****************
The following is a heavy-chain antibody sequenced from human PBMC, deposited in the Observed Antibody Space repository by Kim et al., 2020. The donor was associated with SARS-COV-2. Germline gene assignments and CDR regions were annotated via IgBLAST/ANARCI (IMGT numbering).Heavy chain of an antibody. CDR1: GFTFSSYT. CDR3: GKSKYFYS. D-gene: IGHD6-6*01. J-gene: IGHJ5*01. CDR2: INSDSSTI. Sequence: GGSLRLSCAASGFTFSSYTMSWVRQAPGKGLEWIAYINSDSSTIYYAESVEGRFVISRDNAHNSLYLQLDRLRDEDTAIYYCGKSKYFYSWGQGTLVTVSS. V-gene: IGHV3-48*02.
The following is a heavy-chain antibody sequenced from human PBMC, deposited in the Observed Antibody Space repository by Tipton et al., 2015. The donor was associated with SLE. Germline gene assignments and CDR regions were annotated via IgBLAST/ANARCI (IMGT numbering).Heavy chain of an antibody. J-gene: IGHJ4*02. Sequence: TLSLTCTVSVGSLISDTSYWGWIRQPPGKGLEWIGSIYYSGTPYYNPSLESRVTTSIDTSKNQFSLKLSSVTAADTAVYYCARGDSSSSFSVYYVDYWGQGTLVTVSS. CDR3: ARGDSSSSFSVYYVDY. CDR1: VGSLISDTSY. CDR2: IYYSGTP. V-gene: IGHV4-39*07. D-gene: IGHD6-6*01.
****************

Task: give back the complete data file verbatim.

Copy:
The following is a heavy-chain antibody sequenced from human PBMC, deposited in the Observed Antibody Space repository by Kim et al., 2020. The donor was associated with SARS-COV-2. Germline gene assignments and CDR regions were annotated via IgBLAST/ANARCI (IMGT numbering).Heavy chain of an antibody. CDR1: GFTFSSYT. CDR3: GKSKYFYS. D-gene: IGHD6-6*01. J-gene: IGHJ5*01. CDR2: INSDSSTI. Sequence: GGSLRLSCAASGFTFSSYTMSWVRQAPGKGLEWIAYINSDSSTIYYAESVEGRFVISRDNAHNSLYLQLDRLRDEDTAIYYCGKSKYFYSWGQGTLVTVSS. V-gene: IGHV3-48*02.
The following is a heavy-chain antibody sequenced from human PBMC, deposited in the Observed Antibody Space repository by Tipton et al., 2015. The donor was associated with SLE. Germline gene assignments and CDR regions were annotated via IgBLAST/ANARCI (IMGT numbering).Heavy chain of an antibody. J-gene: IGHJ4*02. Sequence: TLSLTCTVSVGSLISDTSYWGWIRQPPGKGLEWIGSIYYSGTPYYNPSLESRVTTSIDTSKNQFSLKLSSVTAADTAVYYCARGDSSSSFSVYYVDYWGQGTLVTVSS. CDR3: ARGDSSSSFSVYYVDY. CDR1: VGSLISDTSY. CDR2: IYYSGTP. V-gene: IGHV4-39*07. D-gene: IGHD6-6*01.